Higley schools is moving forward with its decision to gain more state funding by designating its new middle schools as charters.
Higley Unified School District’s governing body on Tuesday voted 3-2 in favor of approving its June 6 resolution regarding Sossaman and Cooley middle schools, which opened this fall.
Voting in favor was Denise Standage, Venessa Whitener and Kim Anderson. Against were Kristina Reese and Jake Hoffman.
The district, by operating the middle schools as charters, stands to gain an estimated $2.3 million in funding for the 2014-15 school year, according to HUSD Chief Financial Officer Kevin Hegarty.
Additional state aid is given to charter schools to help them construct buildings, but when the state several years ago cut building funding for school districts, districts like Higley have been left trying to fund their own construction projects.
“The state was responsible for providing us the new schools and they’re not able to because of their budget issues,” Hegarty said.
District administration has stressed during several school-board meetings that converting the middle schools to charters is a financial decision only and will not change the curriculum, teachers or bus routes.
Although chartering the schools should bring in more money in the next school year, HUSD will lose its growth funding, which the district is estimating at about $2 million based on 500 new students. With approximately $1.7 million in additional funding for chartering the middle schools, the district might lose about $306,000 this school year.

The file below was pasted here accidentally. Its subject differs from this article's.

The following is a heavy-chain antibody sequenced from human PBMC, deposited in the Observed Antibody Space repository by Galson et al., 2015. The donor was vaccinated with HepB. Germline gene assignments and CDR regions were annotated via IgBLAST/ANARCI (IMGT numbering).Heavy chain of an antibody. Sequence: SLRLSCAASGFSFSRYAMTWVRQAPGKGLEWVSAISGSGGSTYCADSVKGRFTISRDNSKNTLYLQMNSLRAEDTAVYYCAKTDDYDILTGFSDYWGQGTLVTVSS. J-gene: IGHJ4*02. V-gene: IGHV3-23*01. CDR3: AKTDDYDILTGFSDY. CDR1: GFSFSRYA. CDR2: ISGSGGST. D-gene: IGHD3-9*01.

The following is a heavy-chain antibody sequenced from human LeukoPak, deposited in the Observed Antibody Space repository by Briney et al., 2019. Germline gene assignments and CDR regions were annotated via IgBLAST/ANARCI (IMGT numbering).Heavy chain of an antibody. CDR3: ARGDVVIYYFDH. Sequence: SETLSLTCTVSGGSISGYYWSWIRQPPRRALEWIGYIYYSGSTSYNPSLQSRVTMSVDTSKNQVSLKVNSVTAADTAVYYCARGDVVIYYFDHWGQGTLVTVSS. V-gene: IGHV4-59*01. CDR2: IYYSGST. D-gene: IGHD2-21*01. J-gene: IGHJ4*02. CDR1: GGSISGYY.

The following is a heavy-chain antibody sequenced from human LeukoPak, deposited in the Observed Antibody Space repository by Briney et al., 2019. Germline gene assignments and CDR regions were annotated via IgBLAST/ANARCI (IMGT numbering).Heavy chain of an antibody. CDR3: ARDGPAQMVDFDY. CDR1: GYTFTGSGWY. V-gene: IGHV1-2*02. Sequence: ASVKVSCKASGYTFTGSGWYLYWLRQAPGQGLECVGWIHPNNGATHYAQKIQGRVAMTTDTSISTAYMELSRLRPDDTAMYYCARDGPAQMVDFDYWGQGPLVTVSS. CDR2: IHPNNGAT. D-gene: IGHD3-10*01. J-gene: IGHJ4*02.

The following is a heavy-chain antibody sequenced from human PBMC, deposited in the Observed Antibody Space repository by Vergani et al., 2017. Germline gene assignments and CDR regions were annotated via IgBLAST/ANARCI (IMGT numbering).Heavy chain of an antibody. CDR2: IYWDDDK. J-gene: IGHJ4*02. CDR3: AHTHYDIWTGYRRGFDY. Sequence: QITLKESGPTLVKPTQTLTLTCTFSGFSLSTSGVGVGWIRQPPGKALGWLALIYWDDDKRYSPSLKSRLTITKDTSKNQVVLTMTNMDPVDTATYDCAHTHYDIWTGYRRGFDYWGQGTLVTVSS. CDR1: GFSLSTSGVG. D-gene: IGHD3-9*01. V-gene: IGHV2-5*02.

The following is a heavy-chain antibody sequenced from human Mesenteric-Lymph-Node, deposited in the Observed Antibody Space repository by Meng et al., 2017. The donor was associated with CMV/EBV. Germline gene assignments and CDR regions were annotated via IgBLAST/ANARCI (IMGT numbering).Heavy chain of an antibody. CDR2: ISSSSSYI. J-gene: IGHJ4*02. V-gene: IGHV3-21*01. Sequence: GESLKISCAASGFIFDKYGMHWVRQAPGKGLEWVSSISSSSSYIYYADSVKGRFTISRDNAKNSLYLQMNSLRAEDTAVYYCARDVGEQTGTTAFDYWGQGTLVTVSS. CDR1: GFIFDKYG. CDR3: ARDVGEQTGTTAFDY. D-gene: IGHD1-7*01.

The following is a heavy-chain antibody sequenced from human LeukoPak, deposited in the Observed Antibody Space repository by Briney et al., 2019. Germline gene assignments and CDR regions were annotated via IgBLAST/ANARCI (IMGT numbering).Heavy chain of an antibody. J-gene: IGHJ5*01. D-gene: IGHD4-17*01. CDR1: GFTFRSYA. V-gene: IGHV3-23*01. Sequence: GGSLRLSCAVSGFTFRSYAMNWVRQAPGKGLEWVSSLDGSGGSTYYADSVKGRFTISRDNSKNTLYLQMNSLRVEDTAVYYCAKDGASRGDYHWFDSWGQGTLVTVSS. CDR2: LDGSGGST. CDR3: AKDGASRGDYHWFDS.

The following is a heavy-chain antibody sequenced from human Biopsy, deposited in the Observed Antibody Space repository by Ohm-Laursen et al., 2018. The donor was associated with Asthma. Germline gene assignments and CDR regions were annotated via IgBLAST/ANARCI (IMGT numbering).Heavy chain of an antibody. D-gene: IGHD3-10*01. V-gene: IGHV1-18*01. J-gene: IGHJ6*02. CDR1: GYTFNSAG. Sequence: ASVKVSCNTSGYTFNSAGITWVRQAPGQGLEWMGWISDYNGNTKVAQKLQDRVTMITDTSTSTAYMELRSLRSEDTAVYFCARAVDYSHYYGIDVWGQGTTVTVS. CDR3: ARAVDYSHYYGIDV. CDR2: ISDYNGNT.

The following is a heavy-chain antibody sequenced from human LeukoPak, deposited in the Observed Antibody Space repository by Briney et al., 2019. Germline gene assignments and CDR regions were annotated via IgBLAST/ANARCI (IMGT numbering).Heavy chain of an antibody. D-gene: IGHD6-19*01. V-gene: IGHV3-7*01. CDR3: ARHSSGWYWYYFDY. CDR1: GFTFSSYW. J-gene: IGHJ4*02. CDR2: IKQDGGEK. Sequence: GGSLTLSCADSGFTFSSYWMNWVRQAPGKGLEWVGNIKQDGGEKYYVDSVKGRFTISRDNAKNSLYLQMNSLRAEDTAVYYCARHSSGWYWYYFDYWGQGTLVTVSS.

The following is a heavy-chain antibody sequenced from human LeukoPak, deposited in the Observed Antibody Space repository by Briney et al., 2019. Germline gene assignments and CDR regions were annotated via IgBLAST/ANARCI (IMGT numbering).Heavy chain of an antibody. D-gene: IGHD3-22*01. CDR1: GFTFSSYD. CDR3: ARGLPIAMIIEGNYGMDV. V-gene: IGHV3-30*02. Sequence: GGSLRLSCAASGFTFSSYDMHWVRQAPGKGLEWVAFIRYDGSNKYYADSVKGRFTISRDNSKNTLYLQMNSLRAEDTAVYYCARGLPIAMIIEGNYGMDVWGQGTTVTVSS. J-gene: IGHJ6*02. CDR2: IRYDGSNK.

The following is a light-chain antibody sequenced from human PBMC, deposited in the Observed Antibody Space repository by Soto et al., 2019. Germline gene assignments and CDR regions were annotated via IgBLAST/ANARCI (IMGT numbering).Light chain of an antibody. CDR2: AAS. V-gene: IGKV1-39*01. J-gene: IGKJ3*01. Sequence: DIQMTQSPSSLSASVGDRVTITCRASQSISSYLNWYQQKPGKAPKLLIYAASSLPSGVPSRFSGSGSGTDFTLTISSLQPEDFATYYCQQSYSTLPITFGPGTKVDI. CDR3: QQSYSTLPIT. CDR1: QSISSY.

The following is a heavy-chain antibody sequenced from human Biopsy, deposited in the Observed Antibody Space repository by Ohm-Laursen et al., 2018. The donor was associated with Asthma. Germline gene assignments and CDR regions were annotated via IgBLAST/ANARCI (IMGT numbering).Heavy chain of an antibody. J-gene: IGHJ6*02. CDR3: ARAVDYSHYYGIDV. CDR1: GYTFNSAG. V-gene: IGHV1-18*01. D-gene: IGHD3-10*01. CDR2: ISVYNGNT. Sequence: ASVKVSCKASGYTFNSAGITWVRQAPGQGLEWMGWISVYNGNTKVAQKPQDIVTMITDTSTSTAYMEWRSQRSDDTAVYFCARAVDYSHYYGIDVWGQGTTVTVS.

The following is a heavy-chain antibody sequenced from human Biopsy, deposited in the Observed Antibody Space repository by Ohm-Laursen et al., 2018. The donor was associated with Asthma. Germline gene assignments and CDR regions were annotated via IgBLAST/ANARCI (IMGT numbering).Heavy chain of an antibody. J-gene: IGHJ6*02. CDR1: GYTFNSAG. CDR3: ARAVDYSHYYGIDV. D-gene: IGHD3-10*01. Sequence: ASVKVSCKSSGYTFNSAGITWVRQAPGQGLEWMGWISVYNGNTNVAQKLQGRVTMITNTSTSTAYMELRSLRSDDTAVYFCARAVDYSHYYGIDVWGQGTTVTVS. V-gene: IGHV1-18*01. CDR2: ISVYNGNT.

Superintendent Denise Birdwell said during Tuesday’s meeting that the district may have gotten less money in growth funding this year than other years because it lost students to a newly-opened private charter school.
“This year is unique. … The piece that makes us different this year is that consistently growth has been around 500 … 550,” Birdwell said. “What the difference is this year is you have the Legacy (Traditional) School opening up next door, 160 Higley district students are leaving and as of today our growth is down 160.”
Whitener said during the board meeting she thought it was important to note that growth districts have been hurt more than others when it comes to funding cuts.
“Not many districts have had to grow with 28 percent in (budget) cuts,” Whitener said.
Hoffman, who voted against chartering the schools, said he was worried the move would “handcuff” future boards if they decided to revoke the charter. Public-school districts that revoke charters have to pay back to the state any additional funding they received.